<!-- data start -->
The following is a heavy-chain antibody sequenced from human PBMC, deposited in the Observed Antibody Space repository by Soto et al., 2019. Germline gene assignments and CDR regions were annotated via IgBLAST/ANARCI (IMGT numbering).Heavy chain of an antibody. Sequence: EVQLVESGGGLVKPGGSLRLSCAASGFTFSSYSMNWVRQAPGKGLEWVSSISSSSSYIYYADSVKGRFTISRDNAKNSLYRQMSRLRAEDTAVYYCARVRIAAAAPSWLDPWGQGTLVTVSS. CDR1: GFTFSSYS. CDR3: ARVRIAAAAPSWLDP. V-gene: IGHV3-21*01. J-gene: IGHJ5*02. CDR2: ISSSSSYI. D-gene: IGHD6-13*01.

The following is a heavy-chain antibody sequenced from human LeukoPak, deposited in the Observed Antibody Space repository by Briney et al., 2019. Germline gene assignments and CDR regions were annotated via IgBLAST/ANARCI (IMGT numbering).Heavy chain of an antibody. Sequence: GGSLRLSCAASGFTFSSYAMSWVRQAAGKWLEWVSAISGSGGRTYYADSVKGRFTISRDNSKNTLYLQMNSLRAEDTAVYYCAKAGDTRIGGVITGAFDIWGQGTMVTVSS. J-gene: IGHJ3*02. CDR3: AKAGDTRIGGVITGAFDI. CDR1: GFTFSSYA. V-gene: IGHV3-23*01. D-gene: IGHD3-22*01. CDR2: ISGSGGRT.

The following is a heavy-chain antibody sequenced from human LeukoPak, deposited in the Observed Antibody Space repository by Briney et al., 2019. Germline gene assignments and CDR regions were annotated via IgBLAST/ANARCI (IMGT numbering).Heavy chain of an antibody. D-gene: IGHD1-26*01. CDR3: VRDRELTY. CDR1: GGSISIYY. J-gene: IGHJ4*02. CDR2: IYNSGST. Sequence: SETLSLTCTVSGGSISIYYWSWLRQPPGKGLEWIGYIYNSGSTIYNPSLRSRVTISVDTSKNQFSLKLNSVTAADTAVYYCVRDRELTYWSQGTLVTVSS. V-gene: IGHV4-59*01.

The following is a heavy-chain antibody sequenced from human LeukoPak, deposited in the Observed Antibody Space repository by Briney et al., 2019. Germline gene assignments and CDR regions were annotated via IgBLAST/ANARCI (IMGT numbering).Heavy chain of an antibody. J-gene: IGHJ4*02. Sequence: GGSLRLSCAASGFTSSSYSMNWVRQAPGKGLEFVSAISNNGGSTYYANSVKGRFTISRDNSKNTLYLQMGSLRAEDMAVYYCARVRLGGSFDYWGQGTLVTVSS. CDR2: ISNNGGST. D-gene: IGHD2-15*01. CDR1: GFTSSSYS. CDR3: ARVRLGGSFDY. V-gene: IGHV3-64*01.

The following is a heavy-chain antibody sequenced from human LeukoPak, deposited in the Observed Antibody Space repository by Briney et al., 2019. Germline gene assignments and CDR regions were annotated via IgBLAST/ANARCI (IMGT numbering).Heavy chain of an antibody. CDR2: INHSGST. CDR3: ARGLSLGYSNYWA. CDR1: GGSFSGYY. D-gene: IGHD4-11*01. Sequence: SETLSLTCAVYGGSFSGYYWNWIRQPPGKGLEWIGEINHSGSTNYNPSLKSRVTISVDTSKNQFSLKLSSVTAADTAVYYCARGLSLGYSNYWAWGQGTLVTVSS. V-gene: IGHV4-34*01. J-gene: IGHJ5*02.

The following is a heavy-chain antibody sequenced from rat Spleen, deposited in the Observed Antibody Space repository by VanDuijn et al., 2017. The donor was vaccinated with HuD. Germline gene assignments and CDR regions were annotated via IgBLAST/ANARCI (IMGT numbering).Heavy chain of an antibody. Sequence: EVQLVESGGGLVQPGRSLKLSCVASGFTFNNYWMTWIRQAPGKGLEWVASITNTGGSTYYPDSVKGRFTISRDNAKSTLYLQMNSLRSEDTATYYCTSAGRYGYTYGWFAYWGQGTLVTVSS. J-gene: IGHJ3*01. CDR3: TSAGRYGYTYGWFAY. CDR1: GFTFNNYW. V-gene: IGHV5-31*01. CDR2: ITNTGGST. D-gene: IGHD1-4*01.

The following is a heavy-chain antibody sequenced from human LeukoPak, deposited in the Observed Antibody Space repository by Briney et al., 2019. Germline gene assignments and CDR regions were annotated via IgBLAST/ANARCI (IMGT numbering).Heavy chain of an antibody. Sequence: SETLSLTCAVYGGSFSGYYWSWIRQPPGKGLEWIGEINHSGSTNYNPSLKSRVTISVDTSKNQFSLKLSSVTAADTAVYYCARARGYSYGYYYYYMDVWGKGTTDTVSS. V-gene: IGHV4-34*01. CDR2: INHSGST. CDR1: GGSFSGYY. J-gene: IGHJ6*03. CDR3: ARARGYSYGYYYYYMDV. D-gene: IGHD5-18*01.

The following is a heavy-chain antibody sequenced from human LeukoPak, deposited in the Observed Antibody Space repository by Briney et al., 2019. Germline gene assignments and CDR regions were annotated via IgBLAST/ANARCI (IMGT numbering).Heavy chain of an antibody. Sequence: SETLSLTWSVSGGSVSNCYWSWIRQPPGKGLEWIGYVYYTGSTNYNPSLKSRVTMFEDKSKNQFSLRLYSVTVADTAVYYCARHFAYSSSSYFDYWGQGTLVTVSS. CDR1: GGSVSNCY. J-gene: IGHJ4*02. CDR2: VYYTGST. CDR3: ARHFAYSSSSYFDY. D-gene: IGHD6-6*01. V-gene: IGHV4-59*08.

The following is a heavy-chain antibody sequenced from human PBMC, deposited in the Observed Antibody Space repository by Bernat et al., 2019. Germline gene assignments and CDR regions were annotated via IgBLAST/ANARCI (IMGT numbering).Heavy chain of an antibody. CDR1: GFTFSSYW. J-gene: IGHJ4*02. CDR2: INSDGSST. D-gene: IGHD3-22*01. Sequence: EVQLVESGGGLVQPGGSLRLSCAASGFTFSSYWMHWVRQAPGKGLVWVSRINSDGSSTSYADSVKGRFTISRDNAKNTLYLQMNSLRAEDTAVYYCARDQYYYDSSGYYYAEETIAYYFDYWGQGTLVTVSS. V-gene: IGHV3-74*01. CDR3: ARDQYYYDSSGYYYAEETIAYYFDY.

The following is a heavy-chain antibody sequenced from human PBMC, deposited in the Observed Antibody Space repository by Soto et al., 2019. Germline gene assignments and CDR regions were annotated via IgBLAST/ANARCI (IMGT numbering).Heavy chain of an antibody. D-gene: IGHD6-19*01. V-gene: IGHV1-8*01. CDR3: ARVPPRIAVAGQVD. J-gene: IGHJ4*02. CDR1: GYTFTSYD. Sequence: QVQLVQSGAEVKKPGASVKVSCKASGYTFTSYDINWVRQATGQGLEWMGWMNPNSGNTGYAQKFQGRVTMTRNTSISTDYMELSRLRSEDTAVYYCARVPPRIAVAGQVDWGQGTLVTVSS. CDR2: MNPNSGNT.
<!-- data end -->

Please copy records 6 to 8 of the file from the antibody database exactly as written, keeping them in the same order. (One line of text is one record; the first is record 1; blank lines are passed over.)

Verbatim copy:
The following is a heavy-chain antibody sequenced from rat Spleen, deposited in the Observed Antibody Space repository by VanDuijn et al., 2017. The donor was vaccinated with HuD. Germline gene assignments and CDR regions were annotated via IgBLAST/ANARCI (IMGT numbering).Heavy chain of an antibody. Sequence: EVQLVESGGGLVQPGRSLKLSCVASGFTFNNYWMTWIRQAPGKGLEWVASITNTGGSTYYPDSVKGRFTISRDNAKSTLYLQMNSLRSEDTATYYCTSAGRYGYTYGWFAYWGQGTLVTVSS. J-gene: IGHJ3*01. CDR3: TSAGRYGYTYGWFAY. CDR1: GFTFNNYW. V-gene: IGHV5-31*01. CDR2: ITNTGGST. D-gene: IGHD1-4*01.

The following is a heavy-chain antibody sequenced from human LeukoPak, deposited in the Observed Antibody Space repository by Briney et al., 2019. Germline gene assignments and CDR regions were annotated via IgBLAST/ANARCI (IMGT numbering).Heavy chain of an antibody. Sequence: SETLSLTCAVYGGSFSGYYWSWIRQPPGKGLEWIGEINHSGSTNYNPSLKSRVTISVDTSKNQFSLKLSSVTAADTAVYYCARARGYSYGYYYYYMDVWGKGTTDTVSS. V-gene: IGHV4-34*01. CDR2: INHSGST. CDR1: GGSFSGYY. J-gene: IGHJ6*03. CDR3: ARARGYSYGYYYYYMDV. D-gene: IGHD5-18*01.

The following is a heavy-chain antibody sequenced from human LeukoPak, deposited in the Observed Antibody Space repository by Briney et al., 2019. Germline gene assignments and CDR regions were annotated via IgBLAST/ANARCI (IMGT numbering).Heavy chain of an antibody. Sequence: SETLSLTWSVSGGSVSNCYWSWIRQPPGKGLEWIGYVYYTGSTNYNPSLKSRVTMFEDKSKNQFSLRLYSVTVADTAVYYCARHFAYSSSSYFDYWGQGTLVTVSS. CDR1: GGSVSNCY. J-gene: IGHJ4*02. CDR2: VYYTGST. CDR3: ARHFAYSSSSYFDY. D-gene: IGHD6-6*01. V-gene: IGHV4-59*08.